mutual consent.  It was, infact, not necessary for the Magistrate to
have gone into the finer aspects of the matter in the prosecution in
respect of an offence punishable under Section 138 of the N.I.Act,

when, as per the notion of the parties, when the cheques were
given and when the transaction was completed, the accused were
liable to pay the amount.   There is no dispute that as per the
notion of the accused themselves, at that time, the amount was
due and payable to the complainant; and their claim is only that
the subsequent revelation made them realize that, that amount
should not be paid to the complainant.  If that was so, the proper
course for the accused persons would not be to stop the payment
of the cheques, but to raise the issue directly by approaching the
civil court and claiming refund of the excess amount, if any, paid
to the complainant.
19 The order of acquittal, as recorded by the Magistrate,
is not proper and legal. The accusation against the respondents
had been proved and they were liable to be convicted.
IN THE HIGH COURT OF JUDICATURE AT BOMBAY
CRIMINAL APPELLATE JURISDICTION
CRIMINAL APPEAL NO.116 OF 2006
PRADEEP KASHIRAM KADAM
V/s.
K.A.VERGHESE AND OTHERS

CORAM : ABHAY M. THIPSAY, J.
DATE : 24th JUNE 2015.
Citation: 2016 ALLMR(CRI) 4838

1 The appellant is the original complainant.   He had
prosecuted respondent nos.1, 2 and 3 herein, on the allegation
that they had committed an offence punishable under Section 138
of   the   Negotiable   Instruments   Act   ('N.I.Act'   hereinafter).   The

Metropolitan   Magistrate,   44th  Court,   Andheri,   Mumbai,   after
holding a trial found the said respondents not guilty and passed
an   order   of   acquittal.     Being   aggrieved   by   the   said   order   of
acquittal, the appellant, after obtaining special leave of this court,
has filed the present appeal, challenging the order of acquittal.
2 For the sake of convenience and clarity, the appellant
shall   hereinafter   be   referred   to   as   'the   complainant'   and   the
respondent nos.1, 2 and 3 as 'the accused'.
3 The case of the complainant, as made out from the
complaint filed by him, was in brief, as follows :
That, by an Agreement for Sale dated 6th  July 1994,
the complainant had agreed to sell, transfer and convey all his
rights, title and interest in respect of a certain immovable property
to the accused persons, who were, at the material time, carrying
on business of builders and developers in the name and style of
M/s.Kalpana Constructions.  That, the accused persons made the
part   payment   towards   the   purchase   of   the   said   property   and

requested   the   complainant   to   complete   the   transaction   by
executing the Conveyance in favour of the accused persons.  That,
the complainant agreed to convey the property to the accused
persons, but required payment of a sum of Rs.4,79,000/­, which
was the balance consideration, to be paid by the accused to the
complainant by August 1996.  The three accused executed, by way
of security for payment, an Indemnity bond cum Declaration, on
2
nd  November 1996, and relying on the representations of the
accused, the complainant conveyed the property to the accused
persons by executing a Conveyance Deed, though the full amount
of consideration had not been received by him from the accused.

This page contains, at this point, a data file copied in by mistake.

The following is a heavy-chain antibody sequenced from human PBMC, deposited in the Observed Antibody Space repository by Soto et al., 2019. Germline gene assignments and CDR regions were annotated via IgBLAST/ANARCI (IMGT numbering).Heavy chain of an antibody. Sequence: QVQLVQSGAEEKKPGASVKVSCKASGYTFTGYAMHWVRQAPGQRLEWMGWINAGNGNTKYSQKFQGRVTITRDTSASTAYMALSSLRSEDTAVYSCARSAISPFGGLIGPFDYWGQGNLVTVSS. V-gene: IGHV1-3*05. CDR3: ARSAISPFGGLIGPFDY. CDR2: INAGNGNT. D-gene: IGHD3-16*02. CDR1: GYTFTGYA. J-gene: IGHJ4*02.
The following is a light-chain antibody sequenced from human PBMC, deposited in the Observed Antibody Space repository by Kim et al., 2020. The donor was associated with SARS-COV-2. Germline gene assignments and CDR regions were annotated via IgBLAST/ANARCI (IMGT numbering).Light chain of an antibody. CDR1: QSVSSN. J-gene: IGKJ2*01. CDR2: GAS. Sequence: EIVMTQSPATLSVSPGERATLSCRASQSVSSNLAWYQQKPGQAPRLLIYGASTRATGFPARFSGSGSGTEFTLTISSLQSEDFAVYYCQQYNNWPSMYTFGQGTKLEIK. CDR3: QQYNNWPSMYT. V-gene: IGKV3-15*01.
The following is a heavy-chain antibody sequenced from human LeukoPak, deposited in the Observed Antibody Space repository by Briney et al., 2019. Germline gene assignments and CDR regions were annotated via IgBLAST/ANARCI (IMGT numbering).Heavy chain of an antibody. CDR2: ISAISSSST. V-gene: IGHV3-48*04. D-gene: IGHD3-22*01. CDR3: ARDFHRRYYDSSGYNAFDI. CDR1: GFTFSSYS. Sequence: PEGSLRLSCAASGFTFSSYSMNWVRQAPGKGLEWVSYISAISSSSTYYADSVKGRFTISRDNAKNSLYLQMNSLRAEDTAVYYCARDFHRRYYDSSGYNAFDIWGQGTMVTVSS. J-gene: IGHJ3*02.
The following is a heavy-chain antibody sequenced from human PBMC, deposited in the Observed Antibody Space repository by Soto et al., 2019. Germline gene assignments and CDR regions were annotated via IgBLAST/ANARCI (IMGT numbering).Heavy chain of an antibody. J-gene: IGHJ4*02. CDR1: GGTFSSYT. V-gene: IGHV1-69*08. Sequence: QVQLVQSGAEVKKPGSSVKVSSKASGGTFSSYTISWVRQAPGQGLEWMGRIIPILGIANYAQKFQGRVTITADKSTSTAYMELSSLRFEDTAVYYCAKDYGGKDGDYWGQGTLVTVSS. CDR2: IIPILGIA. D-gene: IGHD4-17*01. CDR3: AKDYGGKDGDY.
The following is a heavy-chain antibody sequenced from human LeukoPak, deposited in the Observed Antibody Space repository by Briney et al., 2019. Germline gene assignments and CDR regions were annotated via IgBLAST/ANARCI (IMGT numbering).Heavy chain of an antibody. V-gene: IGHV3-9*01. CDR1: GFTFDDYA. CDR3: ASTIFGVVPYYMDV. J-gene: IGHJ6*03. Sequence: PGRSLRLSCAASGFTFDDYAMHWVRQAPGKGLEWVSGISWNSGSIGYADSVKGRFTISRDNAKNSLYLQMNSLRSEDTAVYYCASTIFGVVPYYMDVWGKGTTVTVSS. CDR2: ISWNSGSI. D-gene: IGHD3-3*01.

That,   the   accused   did   not   make   the   payment   of   the   balance
amount within the stipulated time, but issued two cheques – one
in   the   sum   of   Rs.4,79,000/­   and   the   other   in   the   sum   of
Rs.1,00,000/­, being the amount due and payable towards the
balance   of   the   purchase   price   and   the   interest   on   delayed
payment, respectively.  When the said cheques were deposited by
the complainant, they were dishonoured with the banker's remark
'payment stopped by the drawer'.   That, the complainant then

made a demand in respect of the amount of the said cheques as
contemplated   under  Section   138   of   the   N.I.Act.     The   accused
persons received the demand notice, but failed to comply with the
requirement and raised certain false and frivolous contentions.  It
is, thereafter, that the complainant filed a complaint in the court
of the Magistrate, pursuant to which, the accused, as aforesaid,
came to be prosecuted.  
4 I   have   heard   Mr.Jitendra   G.   Damani,   the   learned
counsel   for   the   appellants.     I   have   heard   Mr.P.M.Havnur,   the
learned counsel for the accused nos.1, 2 and 3.   I have heard
Mrs.M.R.Tidke, the learned APP for the State – Respondent no.4.
With the assistance of the learned counsel, I have gone through
the record and proceedings before the Magistrate.   I have gone
through the evidence and the impugned judgment carefully.
5 The complainant examined himself as a witness during
the trial.  He also examined one Girish Shah – an employee of the
bank – through whom the statement of accounts of M/s.Kalpana

Constructions was  got  produced.    The accused no.1 examined
himself as a defence witness and also examined one Jayantilal
Shah as the second witness for the defence.  
6 That, the cheques in question had been signed by the
accused no.1 is not in dispute, and that, the cheques had been
signed and issued by him on behalf of all the accused, is also not
in   dispute.     That,   they   had   been   issued   in   favour   of   the
complainant is also not in dispute.   That, they had been issued
towards   the   transaction   of   the   purchase   of   the   property   in
question is also not in dispute.  That, the cheques in question were
dishonoured   as   the   bankers   of   the   accused   persons   were
instructed not to make the payment of the said cheques, is also
not in dispute.  That, there was no sufficient balance in drawer's
account, so as to honour the cheques, is also not in dispute.  That,
a demand notice was received by each of the accused is also not in
dispute, and obviously, that the amount in respect of the said
cheques has not been paid is also not in dispute.   The accused
persons during the trial had come up with a case that they had

valid   and   proper   justification   for   not   paying   the   amounts   of
cheques in question.  The same contention has been taken before
this court also.